Continued election delays and political turmoil have for years been used as excuses to justify poor governance and the lack of investment in public services, say civil society groups and public sector workers.
Presidential elections are scheduled for 31 October, according to the latest announcement, but this follows six aborted elections over the past five years.
“The current political crisis is often used to justify a lack of investment in public services,” Traoré Drissa, an Abidjan-based human rights lawyer and head of the Ivoirian Movement for Human Rights, told IRIN.
Many basic indicators are worsening across the country. The number of women dying in pregnancy or childbirth rose from 459 per 100,000 in 2003 to 810 in 2009; while primary school enrolment amongst boys and girls in 2009 fell to 81 percent and 64 percent compared to 92 percent and 70 percent in 2003, according to the UN.
Both the government and opposition have vowed to restore state infrastructure and services in their electoral campaigns but basic services are increasingly out of reach for ordinary citizens, teacher and regional government adviser Abdul Koné, and medic Emmanuel Kouadio, told IRIN.
“There shouldn’t need to be an election for a state hospital to be well-equipped,” Kouadio, who has worked for 20 years at CHU Treichville Hospital in the commercial capital, Abidjan, told IRIN. “There is always talk of funds, rehabilitation and upgrades to the hospital being blocked because there are no elections,” he said.
“The buildings in this hospital are fine, but that’s because they were well-built in colonial days. It’s the materials the government doesn’t provide, and it’s hard to understand that, when we know how much money the hospital is bringing in,” Kouadio said.
The hospital, Abidjan’s second-largest, collects US$29,000-38,000 per month in patient fees and charges, he said. “But we’re missing basic working materials. We doctors often buy our own gloves to carry out operations.”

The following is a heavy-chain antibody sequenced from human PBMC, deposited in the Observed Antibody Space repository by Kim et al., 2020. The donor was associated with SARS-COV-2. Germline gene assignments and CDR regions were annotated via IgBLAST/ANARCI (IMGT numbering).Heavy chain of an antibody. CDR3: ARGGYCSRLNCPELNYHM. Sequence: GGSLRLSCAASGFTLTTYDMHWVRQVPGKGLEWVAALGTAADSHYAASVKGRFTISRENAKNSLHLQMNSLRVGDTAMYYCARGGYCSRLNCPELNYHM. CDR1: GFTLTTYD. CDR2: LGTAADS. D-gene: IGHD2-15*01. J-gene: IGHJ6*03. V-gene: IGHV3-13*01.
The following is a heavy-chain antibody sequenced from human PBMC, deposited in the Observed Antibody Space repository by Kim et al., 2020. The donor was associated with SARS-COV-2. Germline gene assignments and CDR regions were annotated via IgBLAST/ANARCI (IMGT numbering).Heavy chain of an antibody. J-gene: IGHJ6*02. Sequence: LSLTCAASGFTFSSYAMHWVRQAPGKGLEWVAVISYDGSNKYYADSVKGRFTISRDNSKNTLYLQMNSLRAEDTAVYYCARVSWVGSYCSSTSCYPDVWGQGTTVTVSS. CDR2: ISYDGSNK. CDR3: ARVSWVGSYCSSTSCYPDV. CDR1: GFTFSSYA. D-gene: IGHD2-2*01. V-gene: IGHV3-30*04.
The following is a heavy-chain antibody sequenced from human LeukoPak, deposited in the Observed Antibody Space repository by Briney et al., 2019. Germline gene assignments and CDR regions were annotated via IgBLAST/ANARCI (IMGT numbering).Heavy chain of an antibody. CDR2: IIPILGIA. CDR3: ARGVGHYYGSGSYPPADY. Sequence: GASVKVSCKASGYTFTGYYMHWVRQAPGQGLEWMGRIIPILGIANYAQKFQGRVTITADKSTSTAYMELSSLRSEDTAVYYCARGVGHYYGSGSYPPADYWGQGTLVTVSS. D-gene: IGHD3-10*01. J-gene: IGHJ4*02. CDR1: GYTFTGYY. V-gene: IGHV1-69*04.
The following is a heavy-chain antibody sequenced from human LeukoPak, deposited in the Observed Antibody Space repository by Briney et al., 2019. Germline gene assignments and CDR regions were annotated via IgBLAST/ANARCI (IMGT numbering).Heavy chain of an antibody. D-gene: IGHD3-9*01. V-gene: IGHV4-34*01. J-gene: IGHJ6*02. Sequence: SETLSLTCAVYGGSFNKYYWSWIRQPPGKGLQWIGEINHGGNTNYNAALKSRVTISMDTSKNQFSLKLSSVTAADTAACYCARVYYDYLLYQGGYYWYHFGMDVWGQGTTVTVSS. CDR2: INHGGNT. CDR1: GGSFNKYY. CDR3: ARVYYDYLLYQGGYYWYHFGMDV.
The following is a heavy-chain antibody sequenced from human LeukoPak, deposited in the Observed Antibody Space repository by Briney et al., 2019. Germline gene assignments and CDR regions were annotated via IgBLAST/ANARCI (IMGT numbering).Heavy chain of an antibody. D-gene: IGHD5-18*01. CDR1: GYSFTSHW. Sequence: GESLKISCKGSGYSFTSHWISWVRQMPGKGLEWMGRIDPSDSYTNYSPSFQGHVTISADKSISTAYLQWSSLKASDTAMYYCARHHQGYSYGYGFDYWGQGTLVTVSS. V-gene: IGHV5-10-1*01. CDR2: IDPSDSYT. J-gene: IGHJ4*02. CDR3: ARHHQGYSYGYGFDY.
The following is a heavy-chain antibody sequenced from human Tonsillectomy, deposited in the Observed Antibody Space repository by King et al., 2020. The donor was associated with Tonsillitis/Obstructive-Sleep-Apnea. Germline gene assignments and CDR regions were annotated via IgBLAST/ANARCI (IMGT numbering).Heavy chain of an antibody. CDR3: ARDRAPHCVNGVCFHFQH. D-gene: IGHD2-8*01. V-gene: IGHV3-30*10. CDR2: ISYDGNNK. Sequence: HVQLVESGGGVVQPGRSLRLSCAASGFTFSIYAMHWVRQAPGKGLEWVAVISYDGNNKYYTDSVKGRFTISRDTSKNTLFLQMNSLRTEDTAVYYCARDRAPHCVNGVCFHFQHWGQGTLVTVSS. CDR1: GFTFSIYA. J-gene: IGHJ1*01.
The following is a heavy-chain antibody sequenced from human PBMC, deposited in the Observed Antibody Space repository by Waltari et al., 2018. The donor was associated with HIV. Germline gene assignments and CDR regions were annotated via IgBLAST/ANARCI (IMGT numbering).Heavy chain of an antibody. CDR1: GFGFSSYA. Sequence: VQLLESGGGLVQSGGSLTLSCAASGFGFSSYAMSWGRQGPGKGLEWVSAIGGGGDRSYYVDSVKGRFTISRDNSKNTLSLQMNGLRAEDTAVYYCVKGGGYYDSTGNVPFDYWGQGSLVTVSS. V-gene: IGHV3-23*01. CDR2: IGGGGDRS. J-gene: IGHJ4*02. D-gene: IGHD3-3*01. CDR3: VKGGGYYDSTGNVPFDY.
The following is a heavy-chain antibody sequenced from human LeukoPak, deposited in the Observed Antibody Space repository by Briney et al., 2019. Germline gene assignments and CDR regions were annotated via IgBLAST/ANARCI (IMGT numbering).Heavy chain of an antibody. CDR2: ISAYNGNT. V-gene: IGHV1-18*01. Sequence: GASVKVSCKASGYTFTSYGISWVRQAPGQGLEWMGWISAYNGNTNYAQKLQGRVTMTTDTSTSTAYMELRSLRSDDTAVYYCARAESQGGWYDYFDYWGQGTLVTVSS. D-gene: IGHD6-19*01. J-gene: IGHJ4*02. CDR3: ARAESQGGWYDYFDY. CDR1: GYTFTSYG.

Many of his former patients have stopped coming as they cannot afford to pay for care, given their deepening poverty and unemployment, he pointed out.
Another doctor at the same hospital told IRIN when women need Caesarean sections, their families have to go out and buy the needles themselves, as hospitals cannot provide them.
Teacher Koné told IRIN at his school: “We are never given money for books... How can you teach without books? There is always talk of how books are distributed freely to schools, but they never arrive. Sometimes when a handful of books do come, the director of the school sells them on the black market. And that’s because they are also on low salaries.
“The entire system needs to be overhauled. In the rebel zones it’s even worse. With the government’s decentralization programme, we in the south are the lucky ones,” Koné said, referring to delays in deploying local authorities to the north and northwest.
Côte d’Ivoire is split into a government-held south and rebel-controlled north: as of 2007, following the peace deal, government services started to be deployed in rebel territory, but the impact of services in these areas is still muted after years of absence, aid agencies told IRIN.
Like most school teachers, Koné earns $400-600 a month; but with the high cost of living, some weeks he struggles to pay his return bus fare from school.
Donors and aid agencies, among them the African Development Bank, have rehabilitated hundreds of primary and secondary schools, but the government has neglected its role in this, said Koné.
École Nangui Abrogoua, one of the primary schools where Koné teaches, is in a much better state than others in Abidjan.
“There are around 63 students per teacher - that’s a small class; it’s considered good. But there are no tables, no chairs, sometimes there’s no light. Sometimes students take it in turns to come into the classroom to sit on the few chairs. The toilets are so unhygienic you can’t even enter them; and let’s not even pretend canteens exist.”